Colorado Unpaid Wages and Overtime
There are state and federal laws in effect in Colorado that entitle employees covered by the provisions of the Colorado state minimum wage law or the federal Fair Labor Standards Act (FLSA) to a premium wage rate for overtime hours worked, and Colorado employers subject to more than one overtime law are required to follow the law that is most generous to the employee. These wage and hour laws also provide civil remedies to employees who are owed back pay by their employers, either for overtime hours that were not paid as such, or for final wages upon termination of the employee/employer relationship. If your employer has failed to pay you the wages you are entitled to under state or federal law, you may have grounds to file a claim against your employer in civil court. Contact an experienced Colorado employment law attorney today for legal help.
Colorado Overtime Requirements
Employees in Colorado who are covered by the Colorado Minimum Wage Order Number 33, a state law addressing minimum wage and overtime pay, may, in some cases, qualify for a premium wage rate for overtime hours. Under state law, Colorado employers are required to pay a premium wage of one-and-one-half-times their regular pay of pay to any nonexempt employee who works: more than 40 hours in a single workweek, more than 12 hours in a single workday, or more than 12 consecutive hours without regard to the starting and ending time of the workday, whichever calculation results in the greatest payment of wages. There are certain exemptions to the Colorado overtime wage requirement, and the following employees are considered “exempt” from the overtime provisions of the Colorado Minimum Wage Order Number 33:
- Salespersons, parts-persons and mechanics employed by automobile, truck or farm implement dealers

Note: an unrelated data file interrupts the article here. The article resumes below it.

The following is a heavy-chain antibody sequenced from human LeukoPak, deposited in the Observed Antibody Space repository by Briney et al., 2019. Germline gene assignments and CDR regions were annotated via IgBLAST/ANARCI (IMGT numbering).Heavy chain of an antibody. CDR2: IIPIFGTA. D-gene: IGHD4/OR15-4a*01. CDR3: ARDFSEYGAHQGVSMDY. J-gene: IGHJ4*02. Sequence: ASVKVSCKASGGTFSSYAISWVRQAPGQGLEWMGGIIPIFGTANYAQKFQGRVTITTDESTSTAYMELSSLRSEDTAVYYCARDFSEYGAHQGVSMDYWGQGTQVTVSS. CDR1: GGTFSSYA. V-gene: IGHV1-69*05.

- Sales employees of retail or service industries paid on a commission basis
- Employees of the ski industry performing duties directly related to ski area operations for downhill skiing or snow boarding
- Employees of the medical transportation industry who are scheduled to work 24-hour shifts are exempt from the 12-hour overtime requirement, but not the 40-hour overtime requirement
Unpaid Wage Claims in Colorado
Under the Colorado Wage Act, also known as the Colorado Wage Law, the Colorado Wage Claim Act or the Colorado Wage Protection Act, employers in the state of Colorado are required to pay their employees their earned wages in a timely manner. When the employee/employer relationship is terminated by the employer, i.e. the employee is fired or laid off, final wages are due immediately, except in the following instances: the employer’s accounting unit is not regularly scheduled to be operational, in which case the wages are due no later than six hours after the start of the accounting unit’s next regularly scheduled workday; the accounting unit is located off the work site, in which case the wages are due no later than 24 hours after the start of the accounting unit’s next regularly scheduled workday. When an employee voluntarily quits or resigns, final wages are due on the next regular payday.
Contact an Experienced Colorado Employment Law Attorney Today
It is against the law for an employer to pay an employee covered by the Colorado Wage Act less than the legal minimum wage, and to do so is considered a misdemeanor offense in the state of Colorado. A nonexempt Colorado employee who receives less than the legal minimum wage they are entitled to for regular or overtime hours worked may be able to recover the wages they are owed, plus reasonable attorney fees and court costs, which they can do by hiring an unpaid wage claim attorney and filing a lawsuit in civil court. Consult a knowledgeable unpaid wage claim lawyer as soon as possible, if you are owed back pay by your Colorado employer.